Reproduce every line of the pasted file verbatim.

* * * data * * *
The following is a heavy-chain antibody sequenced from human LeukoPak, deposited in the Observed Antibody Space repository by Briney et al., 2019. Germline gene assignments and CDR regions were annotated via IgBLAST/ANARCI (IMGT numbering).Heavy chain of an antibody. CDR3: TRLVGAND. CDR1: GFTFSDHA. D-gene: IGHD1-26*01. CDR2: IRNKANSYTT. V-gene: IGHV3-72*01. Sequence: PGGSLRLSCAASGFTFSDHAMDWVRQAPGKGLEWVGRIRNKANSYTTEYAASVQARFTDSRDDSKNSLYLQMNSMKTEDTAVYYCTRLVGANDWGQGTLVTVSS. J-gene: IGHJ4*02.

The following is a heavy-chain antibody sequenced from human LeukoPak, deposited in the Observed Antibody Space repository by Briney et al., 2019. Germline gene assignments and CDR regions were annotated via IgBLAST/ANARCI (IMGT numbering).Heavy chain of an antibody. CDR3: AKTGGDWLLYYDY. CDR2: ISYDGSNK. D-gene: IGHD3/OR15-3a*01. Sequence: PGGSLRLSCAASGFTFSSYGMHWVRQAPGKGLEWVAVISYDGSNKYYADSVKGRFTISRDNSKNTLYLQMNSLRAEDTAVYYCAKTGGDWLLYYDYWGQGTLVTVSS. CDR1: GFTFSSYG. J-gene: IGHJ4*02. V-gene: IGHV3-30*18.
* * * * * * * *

The following is a heavy-chain antibody sequenced from human LeukoPak, deposited in the Observed Antibody Space repository by Briney et al., 2019. Germline gene assignments and CDR regions were annotated via IgBLAST/ANARCI (IMGT numbering).Heavy chain of an antibody. CDR3: TRLVGAND. CDR1: GFTFSDHA. D-gene: IGHD1-26*01. CDR2: IRNKANSYTT. V-gene: IGHV3-72*01. Sequence: PGGSLRLSCAASGFTFSDHAMDWVRQAPGKGLEWVGRIRNKANSYTTEYAASVQARFTDSRDDSKNSLYLQMNSMKTEDTAVYYCTRLVGANDWGQGTLVTVSS. J-gene: IGHJ4*02.

The following is a heavy-chain antibody sequenced from human LeukoPak, deposited in the Observed Antibody Space repository by Briney et al., 2019. Germline gene assignments and CDR regions were annotated via IgBLAST/ANARCI (IMGT numbering).Heavy chain of an antibody. CDR3: AKTGGDWLLYYDY. CDR2: ISYDGSNK. D-gene: IGHD3/OR15-3a*01. Sequence: PGGSLRLSCAASGFTFSSYGMHWVRQAPGKGLEWVAVISYDGSNKYYADSVKGRFTISRDNSKNTLYLQMNSLRAEDTAVYYCAKTGGDWLLYYDYWGQGTLVTVSS. CDR1: GFTFSSYG. J-gene: IGHJ4*02. V-gene: IGHV3-30*18.